Remembering the 1910 Belmont workhouse porridge riot

Belmont Workhouse:

Belmont Workhouse: "Sutton Local Studies & Archives Centre". Reproduced by permission.

First published in News by

Doing porridge is synonymous with imprisonment and the breakfast was one which actor Ronnie Barker’s character Fletcher regularly found revolting in the hit TV series of the same name.

But in 1910 inmates in Belmont Workhouse found eating watery oats so disgusting they staged a riot to take it off the menu.

On December 14 of that year wardens faced threats and disorder as 600 prisoners demanded bread, butter and tea for their first meal of the day.

Historian Roland Sparkes, who is originally from Belmont, said the disruption began when the inmates were in a dining hall in the early evening and refused to eat the food on the table.

Mr Sparkes said the men were told that their “grievances would be considered” by the committee the following week.

But unsatisfied the prisoners became “boisterous” in their demands and started “shouting and rattling cutlery on their plates”.

Mr Sparkes said: “At 8pm, the regulation for time for going to bed, the inmates remained seated and consistently refused to leave the dining hall.

“Three weeks previously visiting officials had been told by some inmates that there would be bloodshed by Christmas if they did not get what they wanted.

“The police were called and arrived to a scene of great disorder: men were found standing on benches, shouting and swearing.”

Mr Sparkes said the police were requested to arrest about a dozen of the ringleaders, but were met with a “shower of crockery” upon entering the hall.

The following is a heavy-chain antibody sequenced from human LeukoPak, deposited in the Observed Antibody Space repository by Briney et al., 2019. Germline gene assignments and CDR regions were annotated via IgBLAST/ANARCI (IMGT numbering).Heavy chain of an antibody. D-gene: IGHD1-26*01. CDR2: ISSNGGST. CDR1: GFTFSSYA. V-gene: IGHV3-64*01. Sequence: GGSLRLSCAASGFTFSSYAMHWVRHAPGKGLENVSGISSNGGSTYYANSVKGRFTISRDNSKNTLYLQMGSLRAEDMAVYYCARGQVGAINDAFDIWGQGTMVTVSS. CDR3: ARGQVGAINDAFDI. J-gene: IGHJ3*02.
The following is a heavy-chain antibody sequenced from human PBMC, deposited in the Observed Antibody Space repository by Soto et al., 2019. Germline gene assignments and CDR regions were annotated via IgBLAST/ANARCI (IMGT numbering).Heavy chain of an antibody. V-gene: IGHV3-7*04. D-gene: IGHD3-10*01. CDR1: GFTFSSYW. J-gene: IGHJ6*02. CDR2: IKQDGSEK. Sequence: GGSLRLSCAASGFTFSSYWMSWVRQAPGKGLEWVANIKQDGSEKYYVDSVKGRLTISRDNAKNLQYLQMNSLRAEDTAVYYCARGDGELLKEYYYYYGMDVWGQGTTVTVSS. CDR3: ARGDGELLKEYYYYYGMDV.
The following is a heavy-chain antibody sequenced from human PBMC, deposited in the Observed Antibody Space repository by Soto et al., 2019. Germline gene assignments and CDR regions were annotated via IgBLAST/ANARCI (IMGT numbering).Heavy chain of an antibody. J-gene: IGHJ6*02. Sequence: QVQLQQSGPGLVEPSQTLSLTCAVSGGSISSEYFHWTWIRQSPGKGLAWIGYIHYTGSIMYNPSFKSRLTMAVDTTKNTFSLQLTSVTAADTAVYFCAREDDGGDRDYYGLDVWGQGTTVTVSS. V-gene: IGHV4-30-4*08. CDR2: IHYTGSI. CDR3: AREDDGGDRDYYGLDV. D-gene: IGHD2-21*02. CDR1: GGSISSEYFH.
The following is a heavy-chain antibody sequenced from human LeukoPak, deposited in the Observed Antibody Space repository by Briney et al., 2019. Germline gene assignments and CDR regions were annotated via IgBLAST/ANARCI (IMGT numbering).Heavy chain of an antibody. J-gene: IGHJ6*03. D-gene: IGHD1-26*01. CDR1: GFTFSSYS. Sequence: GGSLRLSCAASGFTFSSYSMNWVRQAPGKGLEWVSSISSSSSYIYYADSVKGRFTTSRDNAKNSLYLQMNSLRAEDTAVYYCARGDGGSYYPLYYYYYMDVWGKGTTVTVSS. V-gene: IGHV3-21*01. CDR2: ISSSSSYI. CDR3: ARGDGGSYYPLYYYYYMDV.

He said: “Some of the inmates had knives and the mob’s attitude was very threatening.

“The thirty policemen drew their truncheons and a scuffle ensured, order was eventually restored. “ 86 inmates were arrested and appeared in court the next day.

Most were found guilty of refusing to comply with regulations and causing wilful damage; they received the maximum penalty of three months hard labour.

Two men were committed for trial for assaulting labour-masters.

Mr Sparkes, who has just published a book on the history of Belmont titled Belmont: A Century Ago, said the workhouse became Belmont Pshyciatric Hospital – now the site of the Belmont Heights housing estate.

He said the workhouse, which held more than 1,300 inmates, was run as an overflow workhouse for a number of London Poor Law unions and consequently received the worst types of men.

Belmont: A Century Ago, by Roland Sparkes, can bought online at Read more local heritage stories at

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